Skip Section Navigation


Published on June 30, 2015

New incision-free treatment for GERD being done as part of trial at St. Vincent's Riverside

By Charlie Patton, Florida Times-Union

For Jeanne Barzyk, a 63-year-old retired postal worker, a new procedure performed by Ali Lankarani, a board-certified gastroenterologist with the Borland-Groover Clinic, St. Vincent’s Riverside, has been life-changing event.

She became the third person Lankarani treated with an incisionless procedure to deal with gastroesophageal reflux disease, usually referred to as GERD.

GERD occurs when the lower part of the esophagus does not close properly and stomach contents and/or acid rise up into the esophagus, causing irritation. While most people are able to manage GERD with medications, more severe cases involve surgical intervention. Until recently that involved laparoscopic surgery through small incisions. Now a device called MUSE allows for an incisionless procedure.

Oddly, Barzyk didn’t know for a long time that she had GERD, since she was suffering from what is called silent GERD. Her symptoms were congestion in her nose and chest and a hacking cough, which were making her life miserable. Sometimes, she said, she would have prolonged coughing sessions so violent her chest would ache.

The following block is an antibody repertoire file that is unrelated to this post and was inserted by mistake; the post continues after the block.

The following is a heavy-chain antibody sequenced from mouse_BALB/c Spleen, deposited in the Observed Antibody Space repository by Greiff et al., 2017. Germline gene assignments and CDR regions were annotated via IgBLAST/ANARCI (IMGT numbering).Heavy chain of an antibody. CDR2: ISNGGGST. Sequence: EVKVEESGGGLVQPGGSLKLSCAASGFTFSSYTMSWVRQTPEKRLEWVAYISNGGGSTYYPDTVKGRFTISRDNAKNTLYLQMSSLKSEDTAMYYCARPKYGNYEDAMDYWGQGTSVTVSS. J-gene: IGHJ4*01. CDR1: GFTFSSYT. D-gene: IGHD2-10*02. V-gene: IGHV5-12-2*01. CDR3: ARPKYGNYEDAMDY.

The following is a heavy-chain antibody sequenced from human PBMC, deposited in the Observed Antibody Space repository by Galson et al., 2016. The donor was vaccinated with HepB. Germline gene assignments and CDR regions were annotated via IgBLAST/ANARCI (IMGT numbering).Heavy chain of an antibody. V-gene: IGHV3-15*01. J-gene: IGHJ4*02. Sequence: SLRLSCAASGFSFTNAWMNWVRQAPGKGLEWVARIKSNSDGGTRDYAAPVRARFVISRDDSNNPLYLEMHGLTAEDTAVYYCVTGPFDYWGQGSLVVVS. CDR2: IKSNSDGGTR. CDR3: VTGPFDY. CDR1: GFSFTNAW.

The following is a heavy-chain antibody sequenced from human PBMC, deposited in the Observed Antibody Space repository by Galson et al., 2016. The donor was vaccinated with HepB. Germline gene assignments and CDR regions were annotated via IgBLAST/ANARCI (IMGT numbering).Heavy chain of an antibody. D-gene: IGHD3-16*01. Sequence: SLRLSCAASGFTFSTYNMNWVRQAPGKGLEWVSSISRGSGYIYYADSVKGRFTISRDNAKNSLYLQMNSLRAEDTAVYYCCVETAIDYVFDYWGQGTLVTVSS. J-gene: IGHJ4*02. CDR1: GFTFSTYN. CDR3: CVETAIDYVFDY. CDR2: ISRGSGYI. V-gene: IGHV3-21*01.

She attributed her issues to a return of the asthma she suffered from as a child. So she sought out an ear, nose and throat specialist. The specialist gave her a nose spray to help open her sinuses and told her to see a gastroenterologist.

Though she had never suffered from heartburrn, an endoscopy, a procedure in which a flexible tube with a light and camera attached is used to examine a person’s digestive tract, found Barzyk’s “acid level was extremely high,” she said.

As a result, acid reflux was affecting her throat and getting into her lungs, aggravating her asthma. Doctors tried treating her condition with medicine, gradually upping the dose until she was taking the highest dose of reflux medicine that was considered safe.

“My condition didn’t change at all,” she said. “I was extremely sick.”

She was also worried about the effect the high levels might have on esophagus.

“You can get cancer from it,” she said. “It eats up your esophagus.”

That’s why she ended up seeing Lankarani. Although the new procedure called MUSE has been approved for use by the Food and Drug Administration, it is still in the trial phase.

“We have done several cases with the MUSE as part of a study here in the U.S.,” Lankarani said. “We are in very elite company as the other trial sites are Johns Hopkins and Winthrop University.”

Since health insurance companies don’t cover the procedure — Lankarani said he hopes coverage will become standard next year — he is doing only a handful of procedures at the moment. But he felt it was right for Barzyk.

The MUSE gains access to the malfunctioning section of the esophagus through the patient’s mouth. The system includes a camera, ultrasound, illumination and stapler in one small device.

“The endoscopic device allows for patients to be treated without incisions and the result is no blood loss, less pain and much quicker recovery, Lankarani said.

“The way this works mainly offering to patients whose symptoms aren’t controlled by medication. For those patients this is perfect.”

Lankarani did Barzyk’s procedure in April.

“Now I’m completely off the medicine,” she said. “My asthma is doing great. … I feel so much better.”

View the story: